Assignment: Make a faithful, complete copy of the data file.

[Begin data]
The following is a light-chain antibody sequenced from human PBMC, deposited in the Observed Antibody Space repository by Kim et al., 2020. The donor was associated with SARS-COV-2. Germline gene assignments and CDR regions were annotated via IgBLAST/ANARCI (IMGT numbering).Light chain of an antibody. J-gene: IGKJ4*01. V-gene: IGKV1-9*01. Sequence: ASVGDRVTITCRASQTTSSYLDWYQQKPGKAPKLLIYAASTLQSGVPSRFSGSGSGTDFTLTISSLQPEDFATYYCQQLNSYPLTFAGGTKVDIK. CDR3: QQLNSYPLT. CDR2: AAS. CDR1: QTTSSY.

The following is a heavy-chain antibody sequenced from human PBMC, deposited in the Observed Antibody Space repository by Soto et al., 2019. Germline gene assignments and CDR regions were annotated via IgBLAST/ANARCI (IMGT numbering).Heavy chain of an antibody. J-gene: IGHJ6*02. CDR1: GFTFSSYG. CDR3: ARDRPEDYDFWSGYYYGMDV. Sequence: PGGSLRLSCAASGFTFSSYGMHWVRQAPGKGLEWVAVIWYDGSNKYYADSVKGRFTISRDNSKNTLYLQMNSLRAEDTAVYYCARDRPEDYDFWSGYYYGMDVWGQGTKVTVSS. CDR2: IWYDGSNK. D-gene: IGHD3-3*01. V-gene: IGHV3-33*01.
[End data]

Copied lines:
The following is a light-chain antibody sequenced from human PBMC, deposited in the Observed Antibody Space repository by Kim et al., 2020. The donor was associated with SARS-COV-2. Germline gene assignments and CDR regions were annotated via IgBLAST/ANARCI (IMGT numbering).Light chain of an antibody. J-gene: IGKJ4*01. V-gene: IGKV1-9*01. Sequence: ASVGDRVTITCRASQTTSSYLDWYQQKPGKAPKLLIYAASTLQSGVPSRFSGSGSGTDFTLTISSLQPEDFATYYCQQLNSYPLTFAGGTKVDIK. CDR3: QQLNSYPLT. CDR2: AAS. CDR1: QTTSSY.

The following is a heavy-chain antibody sequenced from human PBMC, deposited in the Observed Antibody Space repository by Soto et al., 2019. Germline gene assignments and CDR regions were annotated via IgBLAST/ANARCI (IMGT numbering).Heavy chain of an antibody. J-gene: IGHJ6*02. CDR1: GFTFSSYG. CDR3: ARDRPEDYDFWSGYYYGMDV. Sequence: PGGSLRLSCAASGFTFSSYGMHWVRQAPGKGLEWVAVIWYDGSNKYYADSVKGRFTISRDNSKNTLYLQMNSLRAEDTAVYYCARDRPEDYDFWSGYYYGMDVWGQGTKVTVSS. CDR2: IWYDGSNK. D-gene: IGHD3-3*01. V-gene: IGHV3-33*01.